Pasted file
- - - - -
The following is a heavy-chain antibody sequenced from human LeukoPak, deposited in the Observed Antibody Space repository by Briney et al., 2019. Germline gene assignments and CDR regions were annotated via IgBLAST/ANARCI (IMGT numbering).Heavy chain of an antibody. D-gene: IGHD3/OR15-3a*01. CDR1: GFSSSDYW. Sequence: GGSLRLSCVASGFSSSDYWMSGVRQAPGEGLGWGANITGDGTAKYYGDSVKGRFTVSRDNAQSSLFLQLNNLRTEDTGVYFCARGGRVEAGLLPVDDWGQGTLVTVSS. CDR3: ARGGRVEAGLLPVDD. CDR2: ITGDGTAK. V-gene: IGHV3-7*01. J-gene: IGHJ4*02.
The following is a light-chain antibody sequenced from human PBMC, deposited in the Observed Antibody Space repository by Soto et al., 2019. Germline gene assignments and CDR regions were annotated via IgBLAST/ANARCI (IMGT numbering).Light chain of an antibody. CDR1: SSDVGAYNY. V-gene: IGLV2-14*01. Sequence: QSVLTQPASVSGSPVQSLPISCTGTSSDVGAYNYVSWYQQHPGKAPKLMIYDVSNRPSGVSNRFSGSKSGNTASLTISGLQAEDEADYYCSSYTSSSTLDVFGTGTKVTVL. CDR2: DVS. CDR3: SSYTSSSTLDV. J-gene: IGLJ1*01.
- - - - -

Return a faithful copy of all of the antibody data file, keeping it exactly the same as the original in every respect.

The following is a heavy-chain antibody sequenced from human LeukoPak, deposited in the Observed Antibody Space repository by Briney et al., 2019. Germline gene assignments and CDR regions were annotated via IgBLAST/ANARCI (IMGT numbering).Heavy chain of an antibody. D-gene: IGHD3/OR15-3a*01. CDR1: GFSSSDYW. Sequence: GGSLRLSCVASGFSSSDYWMSGVRQAPGEGLGWGANITGDGTAKYYGDSVKGRFTVSRDNAQSSLFLQLNNLRTEDTGVYFCARGGRVEAGLLPVDDWGQGTLVTVSS. CDR3: ARGGRVEAGLLPVDD. CDR2: ITGDGTAK. V-gene: IGHV3-7*01. J-gene: IGHJ4*02.
The following is a light-chain antibody sequenced from human PBMC, deposited in the Observed Antibody Space repository by Soto et al., 2019. Germline gene assignments and CDR regions were annotated via IgBLAST/ANARCI (IMGT numbering).Light chain of an antibody. CDR1: SSDVGAYNY. V-gene: IGLV2-14*01. Sequence: QSVLTQPASVSGSPVQSLPISCTGTSSDVGAYNYVSWYQQHPGKAPKLMIYDVSNRPSGVSNRFSGSKSGNTASLTISGLQAEDEADYYCSSYTSSSTLDVFGTGTKVTVL. CDR2: DVS. CDR3: SSYTSSSTLDV. J-gene: IGLJ1*01.